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Structural change and the income of nations

Author

Listed:
  • Cynthia Armas

    (Universitat de Barcelona)

  • Fernando Sánchez-Losada

    (Universitat de Barcelona)

Abstract

An increase in the supply of skilled labor has been common across the world. However, despite the rise in skilled labor force, not all countries have achieved high income levels, even when their structural transformation follows the same path (from agriculture to industry and, then, from industry to services). Skilled workers might end up in either high or low TFP sectors, according to two opposite theories of structural change (skill-biased structural transformation and stagnant structural transformation). We show that directed technical change is needed to achieve skill-biased structural transformation and, therefore, skilled workers are allocated to high TFP sectors. We present macrodata and microdata evidence to identify the existence of directed technical change. We reveal that in the U.S., South Korea and France, skilled workers have ended up in high TFP sectors due to the existence of directed technical change in the process of structural transformation, but not in Canada. There is a lack of clear evidence for Italy and Spain.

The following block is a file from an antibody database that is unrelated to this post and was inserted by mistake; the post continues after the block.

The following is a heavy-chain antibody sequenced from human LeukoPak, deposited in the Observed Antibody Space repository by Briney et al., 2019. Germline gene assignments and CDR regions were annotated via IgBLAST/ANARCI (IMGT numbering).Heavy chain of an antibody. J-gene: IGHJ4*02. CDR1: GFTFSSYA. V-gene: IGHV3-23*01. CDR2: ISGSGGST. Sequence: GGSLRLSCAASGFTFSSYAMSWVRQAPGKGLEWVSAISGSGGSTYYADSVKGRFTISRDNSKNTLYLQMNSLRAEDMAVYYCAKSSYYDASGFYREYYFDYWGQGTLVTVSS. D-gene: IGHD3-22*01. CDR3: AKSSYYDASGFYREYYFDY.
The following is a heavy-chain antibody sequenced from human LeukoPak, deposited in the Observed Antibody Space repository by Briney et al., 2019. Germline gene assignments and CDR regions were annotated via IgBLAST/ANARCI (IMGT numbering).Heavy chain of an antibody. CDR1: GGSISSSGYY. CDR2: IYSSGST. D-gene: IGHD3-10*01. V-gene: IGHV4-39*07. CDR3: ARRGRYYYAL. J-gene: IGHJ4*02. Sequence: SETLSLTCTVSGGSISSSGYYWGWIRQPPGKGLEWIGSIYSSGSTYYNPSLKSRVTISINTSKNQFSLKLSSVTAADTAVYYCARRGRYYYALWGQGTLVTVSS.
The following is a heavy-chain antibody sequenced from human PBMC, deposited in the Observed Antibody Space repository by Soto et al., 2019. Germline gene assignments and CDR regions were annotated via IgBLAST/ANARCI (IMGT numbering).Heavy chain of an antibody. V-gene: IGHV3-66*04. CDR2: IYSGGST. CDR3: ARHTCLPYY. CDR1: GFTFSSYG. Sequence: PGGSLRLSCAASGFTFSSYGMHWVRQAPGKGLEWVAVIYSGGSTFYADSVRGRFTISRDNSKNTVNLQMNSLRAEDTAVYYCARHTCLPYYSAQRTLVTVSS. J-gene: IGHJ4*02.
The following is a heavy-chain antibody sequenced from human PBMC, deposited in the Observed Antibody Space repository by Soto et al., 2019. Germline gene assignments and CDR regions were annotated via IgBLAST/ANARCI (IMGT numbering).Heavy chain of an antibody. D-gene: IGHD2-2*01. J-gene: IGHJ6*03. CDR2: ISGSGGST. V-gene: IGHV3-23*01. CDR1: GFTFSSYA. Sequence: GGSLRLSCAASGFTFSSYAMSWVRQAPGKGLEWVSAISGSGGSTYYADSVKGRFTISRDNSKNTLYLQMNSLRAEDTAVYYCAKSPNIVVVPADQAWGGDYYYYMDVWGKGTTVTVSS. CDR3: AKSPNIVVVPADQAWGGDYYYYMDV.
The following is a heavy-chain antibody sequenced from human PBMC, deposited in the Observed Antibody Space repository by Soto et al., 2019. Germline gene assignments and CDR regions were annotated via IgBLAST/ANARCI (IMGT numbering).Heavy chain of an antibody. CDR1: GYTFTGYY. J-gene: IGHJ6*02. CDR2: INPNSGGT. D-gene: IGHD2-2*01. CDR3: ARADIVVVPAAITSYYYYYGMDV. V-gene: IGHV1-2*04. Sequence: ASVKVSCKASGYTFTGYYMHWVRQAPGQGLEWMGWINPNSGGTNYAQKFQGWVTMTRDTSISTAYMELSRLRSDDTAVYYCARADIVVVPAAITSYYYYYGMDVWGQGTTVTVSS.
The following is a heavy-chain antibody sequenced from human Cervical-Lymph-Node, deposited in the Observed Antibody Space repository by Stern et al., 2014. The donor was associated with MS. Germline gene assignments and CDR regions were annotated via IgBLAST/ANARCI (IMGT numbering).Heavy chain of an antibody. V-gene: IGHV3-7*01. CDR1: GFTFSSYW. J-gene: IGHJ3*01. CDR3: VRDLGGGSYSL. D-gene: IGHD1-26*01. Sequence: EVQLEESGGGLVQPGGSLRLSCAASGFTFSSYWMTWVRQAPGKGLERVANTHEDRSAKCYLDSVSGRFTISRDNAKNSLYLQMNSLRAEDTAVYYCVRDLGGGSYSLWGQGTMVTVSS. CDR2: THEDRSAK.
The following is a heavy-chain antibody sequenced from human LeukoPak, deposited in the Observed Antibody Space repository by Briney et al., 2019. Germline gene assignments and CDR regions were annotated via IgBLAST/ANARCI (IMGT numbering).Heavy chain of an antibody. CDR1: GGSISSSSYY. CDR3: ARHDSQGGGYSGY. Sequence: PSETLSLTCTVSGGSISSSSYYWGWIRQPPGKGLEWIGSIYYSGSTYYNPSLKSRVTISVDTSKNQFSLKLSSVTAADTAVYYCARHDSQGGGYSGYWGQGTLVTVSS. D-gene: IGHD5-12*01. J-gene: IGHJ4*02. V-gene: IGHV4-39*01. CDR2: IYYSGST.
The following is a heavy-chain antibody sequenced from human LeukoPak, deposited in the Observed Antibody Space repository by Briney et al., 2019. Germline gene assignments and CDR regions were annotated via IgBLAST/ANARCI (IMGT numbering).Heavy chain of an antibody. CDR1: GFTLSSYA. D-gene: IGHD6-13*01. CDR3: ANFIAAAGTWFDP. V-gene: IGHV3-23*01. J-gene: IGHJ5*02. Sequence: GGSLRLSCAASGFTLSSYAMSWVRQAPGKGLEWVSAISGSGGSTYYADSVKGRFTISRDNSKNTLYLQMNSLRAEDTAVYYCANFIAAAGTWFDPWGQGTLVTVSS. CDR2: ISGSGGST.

Suggested Citation

  • Cynthia Armas & Fernando Sánchez-Losada, 2021. "Structural change and the income of nations," UB Economics Working Papers 2021/412, Universitat de Barcelona, Facultat d'Economia i Empresa, UB School of Economics.
  • Handle: RePEc:ewp:wpaper:412web
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    File URL: http://hdl.handle.net/2445/177578
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    References listed on IDEAS

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    More about this item

    Keywords

    Structural change; directed technical change; unskilled and skilled sectors.;
    All these keywords.

    JEL classification:

    • J24 - Labor and Demographic Economics - - Demand and Supply of Labor - - - Human Capital; Skills; Occupational Choice; Labor Productivity
    • O14 - Economic Development, Innovation, Technological Change, and Growth - - Economic Development - - - Industrialization; Manufacturing and Service Industries; Choice of Technology

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